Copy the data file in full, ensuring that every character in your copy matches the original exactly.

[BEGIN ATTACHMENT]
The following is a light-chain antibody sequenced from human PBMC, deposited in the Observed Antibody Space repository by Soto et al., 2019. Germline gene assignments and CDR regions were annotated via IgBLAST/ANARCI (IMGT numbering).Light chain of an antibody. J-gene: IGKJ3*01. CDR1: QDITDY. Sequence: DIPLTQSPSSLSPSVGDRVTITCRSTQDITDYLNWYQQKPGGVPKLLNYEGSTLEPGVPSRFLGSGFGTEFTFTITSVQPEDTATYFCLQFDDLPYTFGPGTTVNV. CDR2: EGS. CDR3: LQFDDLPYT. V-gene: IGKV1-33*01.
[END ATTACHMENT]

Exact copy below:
The following is a light-chain antibody sequenced from human PBMC, deposited in the Observed Antibody Space repository by Soto et al., 2019. Germline gene assignments and CDR regions were annotated via IgBLAST/ANARCI (IMGT numbering).Light chain of an antibody. J-gene: IGKJ3*01. CDR1: QDITDY. Sequence: DIPLTQSPSSLSPSVGDRVTITCRSTQDITDYLNWYQQKPGGVPKLLNYEGSTLEPGVPSRFLGSGFGTEFTFTITSVQPEDTATYFCLQFDDLPYTFGPGTTVNV. CDR2: EGS. CDR3: LQFDDLPYT. V-gene: IGKV1-33*01.